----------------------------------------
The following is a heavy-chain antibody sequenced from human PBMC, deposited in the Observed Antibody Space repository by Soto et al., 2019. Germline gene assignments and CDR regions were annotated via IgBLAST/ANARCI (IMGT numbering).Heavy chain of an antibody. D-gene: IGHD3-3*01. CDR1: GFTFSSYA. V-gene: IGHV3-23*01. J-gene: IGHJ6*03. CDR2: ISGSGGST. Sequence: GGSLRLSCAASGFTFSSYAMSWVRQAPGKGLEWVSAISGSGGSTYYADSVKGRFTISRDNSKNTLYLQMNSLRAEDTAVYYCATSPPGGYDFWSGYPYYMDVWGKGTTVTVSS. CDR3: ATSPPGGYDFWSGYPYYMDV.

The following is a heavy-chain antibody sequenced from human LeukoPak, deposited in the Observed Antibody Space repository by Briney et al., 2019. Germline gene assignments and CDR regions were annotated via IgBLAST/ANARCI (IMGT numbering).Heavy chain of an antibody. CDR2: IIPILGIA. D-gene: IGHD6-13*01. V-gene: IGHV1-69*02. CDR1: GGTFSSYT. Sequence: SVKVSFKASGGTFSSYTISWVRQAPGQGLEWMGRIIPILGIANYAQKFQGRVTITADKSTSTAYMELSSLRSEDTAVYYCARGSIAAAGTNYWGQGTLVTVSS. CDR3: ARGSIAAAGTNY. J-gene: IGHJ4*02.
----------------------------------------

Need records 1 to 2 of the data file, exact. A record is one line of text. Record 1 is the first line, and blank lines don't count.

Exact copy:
The following is a heavy-chain antibody sequenced from human PBMC, deposited in the Observed Antibody Space repository by Soto et al., 2019. Germline gene assignments and CDR regions were annotated via IgBLAST/ANARCI (IMGT numbering).Heavy chain of an antibody. D-gene: IGHD3-3*01. CDR1: GFTFSSYA. V-gene: IGHV3-23*01. J-gene: IGHJ6*03. CDR2: ISGSGGST. Sequence: GGSLRLSCAASGFTFSSYAMSWVRQAPGKGLEWVSAISGSGGSTYYADSVKGRFTISRDNSKNTLYLQMNSLRAEDTAVYYCATSPPGGYDFWSGYPYYMDVWGKGTTVTVSS. CDR3: ATSPPGGYDFWSGYPYYMDV.

The following is a heavy-chain antibody sequenced from human LeukoPak, deposited in the Observed Antibody Space repository by Briney et al., 2019. Germline gene assignments and CDR regions were annotated via IgBLAST/ANARCI (IMGT numbering).Heavy chain of an antibody. CDR2: IIPILGIA. D-gene: IGHD6-13*01. V-gene: IGHV1-69*02. CDR1: GGTFSSYT. Sequence: SVKVSFKASGGTFSSYTISWVRQAPGQGLEWMGRIIPILGIANYAQKFQGRVTITADKSTSTAYMELSSLRSEDTAVYYCARGSIAAAGTNYWGQGTLVTVSS. CDR3: ARGSIAAAGTNY. J-gene: IGHJ4*02.